It is all too easy to become cynical about the mainstream media.
Last week Vice President Joe Biden uttered the now famous, “I’m going to get into trouble for saying this. This ain’t your father’s Republican Party. This is the Republican Tea Party.”
As it happened, this kindhearted warning to voters of the insidious transformation of the GOP was all but identical to a line of attack he took in 2008. At that time he said, “I don’t get it, really, all kidding aside. … This is not your father’s Republican party. These are people who talk about middle class tax cuts and the definition of what’s middle class – well, I guess below $4 million. Give me a break!” (http://tiny.cc/n2v41 )
The vice president didn’t like cuts to spending and taxes in 2008. He hasn’t liked them at anytime in his career. He doesn’t like them now. He is a centerpiece of the “political class” that pollster Scott Rasmussen talked about with the Wall Street Journal’s John Fund this past weekend (http://tiny.cc/0tbs1).
As Fund reported, “To figure out where people are [between what Rasmussen calls the Mainstream Public and the Political Class], [Rasmussen] asks three questions: Whose judgment do you trust more: that of the American people or America’s political leaders? Has the federal government become its own special interest group? Do government and big business often work together in ways that hurt consumers and investors? Those who identify with the government on two or more questions are defined as the political class.”
As to the size of these two groups, Rasmussen adds: “Before the financial crisis of late 2008, about a tenth of Americans fell into the political class, while some 53% were classified as in the mainstream public. The rest fell somewhere in the middle. Now the percentage of people identifying with the political class has clearly declined into single digits, while those in the mainstream public have grown slightly.”
Where does the Mainstream Public come down on Mr. Biden’s resistance to reductions in spending and taxing? As Fund reports:
“Mr. Rasmussen argues that Mr. Obama misread the data from early on in his administration. ‘People remember from his 2008 campaign that he promised to cut taxes for 95% of all Americans,’ he says. But Mr. Obama’s stimulus package only grudgingly included modest tax cuts as part of an effort to secure Republican votes in Congress. ‘The week it passed, our poll found 62% of voters wanted more tax cuts and less government spending in the stimulus,’ he says. ‘We shouldn’t be surprised people now think the stimulus has failed.’”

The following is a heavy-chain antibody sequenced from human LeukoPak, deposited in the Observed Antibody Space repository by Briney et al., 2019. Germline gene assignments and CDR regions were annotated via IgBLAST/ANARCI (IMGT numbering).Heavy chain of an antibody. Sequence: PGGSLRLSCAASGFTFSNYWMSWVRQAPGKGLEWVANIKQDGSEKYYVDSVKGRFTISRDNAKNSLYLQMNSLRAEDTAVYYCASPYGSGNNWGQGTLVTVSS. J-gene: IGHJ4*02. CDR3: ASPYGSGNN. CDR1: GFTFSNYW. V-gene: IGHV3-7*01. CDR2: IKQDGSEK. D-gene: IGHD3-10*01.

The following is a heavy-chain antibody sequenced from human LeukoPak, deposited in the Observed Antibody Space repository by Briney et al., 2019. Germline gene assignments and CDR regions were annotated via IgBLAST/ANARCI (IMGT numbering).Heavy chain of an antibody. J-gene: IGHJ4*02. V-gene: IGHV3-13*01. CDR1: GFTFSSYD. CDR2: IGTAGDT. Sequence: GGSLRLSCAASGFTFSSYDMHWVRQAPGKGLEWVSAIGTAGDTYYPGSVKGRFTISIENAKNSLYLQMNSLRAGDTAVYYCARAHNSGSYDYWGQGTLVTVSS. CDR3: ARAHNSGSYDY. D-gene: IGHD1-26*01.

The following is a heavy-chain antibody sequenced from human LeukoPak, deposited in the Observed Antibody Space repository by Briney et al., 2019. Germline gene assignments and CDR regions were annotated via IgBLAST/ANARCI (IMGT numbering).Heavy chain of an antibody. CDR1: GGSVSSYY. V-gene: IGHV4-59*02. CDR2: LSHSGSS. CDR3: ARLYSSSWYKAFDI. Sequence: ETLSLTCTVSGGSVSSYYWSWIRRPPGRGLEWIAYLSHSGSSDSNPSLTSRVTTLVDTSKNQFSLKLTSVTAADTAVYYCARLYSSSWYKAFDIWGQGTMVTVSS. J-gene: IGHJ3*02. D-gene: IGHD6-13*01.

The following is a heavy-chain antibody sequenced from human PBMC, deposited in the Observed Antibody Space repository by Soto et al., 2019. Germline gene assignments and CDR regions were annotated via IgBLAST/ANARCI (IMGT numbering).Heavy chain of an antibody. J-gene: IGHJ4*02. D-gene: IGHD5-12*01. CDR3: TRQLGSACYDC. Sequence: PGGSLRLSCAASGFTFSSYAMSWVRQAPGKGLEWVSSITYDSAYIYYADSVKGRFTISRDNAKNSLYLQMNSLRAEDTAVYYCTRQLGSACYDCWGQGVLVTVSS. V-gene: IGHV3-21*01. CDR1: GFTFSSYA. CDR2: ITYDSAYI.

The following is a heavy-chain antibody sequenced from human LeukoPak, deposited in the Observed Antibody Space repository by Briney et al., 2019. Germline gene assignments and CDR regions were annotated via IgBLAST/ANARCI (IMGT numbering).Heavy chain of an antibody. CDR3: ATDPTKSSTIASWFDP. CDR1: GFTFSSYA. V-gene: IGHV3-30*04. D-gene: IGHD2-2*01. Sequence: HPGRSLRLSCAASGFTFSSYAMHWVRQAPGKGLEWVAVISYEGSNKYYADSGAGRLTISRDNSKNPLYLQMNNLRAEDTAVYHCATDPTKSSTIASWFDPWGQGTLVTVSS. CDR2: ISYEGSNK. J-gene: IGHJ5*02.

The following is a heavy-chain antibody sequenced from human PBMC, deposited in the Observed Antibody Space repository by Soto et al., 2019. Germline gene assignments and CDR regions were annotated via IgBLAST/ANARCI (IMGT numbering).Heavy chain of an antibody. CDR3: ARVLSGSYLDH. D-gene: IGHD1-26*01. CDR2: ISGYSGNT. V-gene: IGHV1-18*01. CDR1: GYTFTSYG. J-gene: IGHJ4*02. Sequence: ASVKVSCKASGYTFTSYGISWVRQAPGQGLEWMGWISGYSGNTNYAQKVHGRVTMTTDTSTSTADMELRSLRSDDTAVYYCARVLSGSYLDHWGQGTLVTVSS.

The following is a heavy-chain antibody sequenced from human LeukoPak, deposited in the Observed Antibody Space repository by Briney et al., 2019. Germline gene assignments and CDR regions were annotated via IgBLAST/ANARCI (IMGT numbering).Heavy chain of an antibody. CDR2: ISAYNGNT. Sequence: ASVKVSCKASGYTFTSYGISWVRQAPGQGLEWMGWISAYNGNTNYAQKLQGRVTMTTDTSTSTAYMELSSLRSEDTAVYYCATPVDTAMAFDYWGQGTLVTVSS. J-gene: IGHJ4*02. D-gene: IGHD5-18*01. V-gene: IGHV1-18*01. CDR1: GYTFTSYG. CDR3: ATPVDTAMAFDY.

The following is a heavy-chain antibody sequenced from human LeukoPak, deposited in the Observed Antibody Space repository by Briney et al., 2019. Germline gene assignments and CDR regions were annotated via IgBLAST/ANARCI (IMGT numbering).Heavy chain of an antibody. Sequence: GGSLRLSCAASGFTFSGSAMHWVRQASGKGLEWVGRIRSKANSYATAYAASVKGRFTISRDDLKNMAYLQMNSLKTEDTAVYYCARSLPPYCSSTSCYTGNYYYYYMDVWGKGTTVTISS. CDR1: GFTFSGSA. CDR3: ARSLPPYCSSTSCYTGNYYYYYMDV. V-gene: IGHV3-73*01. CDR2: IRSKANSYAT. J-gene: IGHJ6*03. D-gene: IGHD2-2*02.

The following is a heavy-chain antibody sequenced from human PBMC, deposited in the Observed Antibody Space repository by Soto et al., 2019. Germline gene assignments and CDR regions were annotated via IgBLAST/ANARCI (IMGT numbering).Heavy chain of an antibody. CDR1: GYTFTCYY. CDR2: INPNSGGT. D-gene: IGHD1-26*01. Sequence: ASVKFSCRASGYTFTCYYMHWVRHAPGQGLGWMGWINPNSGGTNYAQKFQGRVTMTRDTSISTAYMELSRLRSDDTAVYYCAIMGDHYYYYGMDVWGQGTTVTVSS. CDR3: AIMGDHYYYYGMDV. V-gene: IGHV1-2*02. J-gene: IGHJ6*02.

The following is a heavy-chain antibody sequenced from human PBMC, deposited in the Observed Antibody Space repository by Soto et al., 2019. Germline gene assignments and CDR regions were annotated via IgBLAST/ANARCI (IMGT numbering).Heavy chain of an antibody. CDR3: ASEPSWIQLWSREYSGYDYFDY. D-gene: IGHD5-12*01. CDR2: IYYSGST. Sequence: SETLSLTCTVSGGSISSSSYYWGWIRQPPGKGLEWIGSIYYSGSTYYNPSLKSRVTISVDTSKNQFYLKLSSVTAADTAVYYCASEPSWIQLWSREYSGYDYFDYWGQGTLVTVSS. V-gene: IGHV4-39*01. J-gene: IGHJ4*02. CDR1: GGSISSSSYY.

Nevertheless, despite being so out of touch with the general public, this week, for once, the vice president was rescuing the president, not the other way around.
After his fumbling insertion of himself into the Ground Zero mosque controversy, Mr. Obama spent the week walking back, as political consultants put it, his Ramadan dinner statement. Yet, he so ineptly defended what he apparently intended to be a straightforward endorsement of religious tolerance that pundits have begun to question whether he might have decided not to run for reelection in 2012 (http://tiny.cc/7q3vm ).
What can you say? The president’s delivered a performance of Bidenesque proportions.
Which made it all the more astonishing that Mr. Biden was the one with the turn of phrase that sent the mainstream media scurrying after it down the rabbit hole.
For the MSM is as much a fixture of the political class as Mr. Biden and Mr. Obama. So this week’s Sunday talk shows seemed at times to be a duel, which story would dominate, Mr. Obama’s mosque fiasco or Mr. Biden’s “Republican Tea Party” remark?
It is clear that the Democrats and their friends in the media feel that the Tea Party brand can be turned around to make the GOP seem unpalatably extreme to the Mainstream Public. It is as good a play as they may have at this stage of a game that is going badly against them. Former House GOP majority leader and Tea Party cheerleader Dick Armey gave them reason to hope on the weekend’s Meet the Press. When questioned about various proposals to reform Medicare, he didn’t seem to know that it and Social Security are already essentially bankrupt. To do nothing will be to destroy them. Reformers are the rescuers.
Still, the spontaneous Tea Party movement began over alarm about the extremism in spending, taxing, and assertions of arbitrary power by the Political Class. Poll after poll in the past year has shown that this alarm is shared throughout Mr. Rassmussen’s Mainstream Public.
The mainstream media may not get the Mainstream Public. Those who do get it and are capable of heeding its call for reforming, limiting, and returning to solvency the United States government will shape the nation’s politics in the decade to come.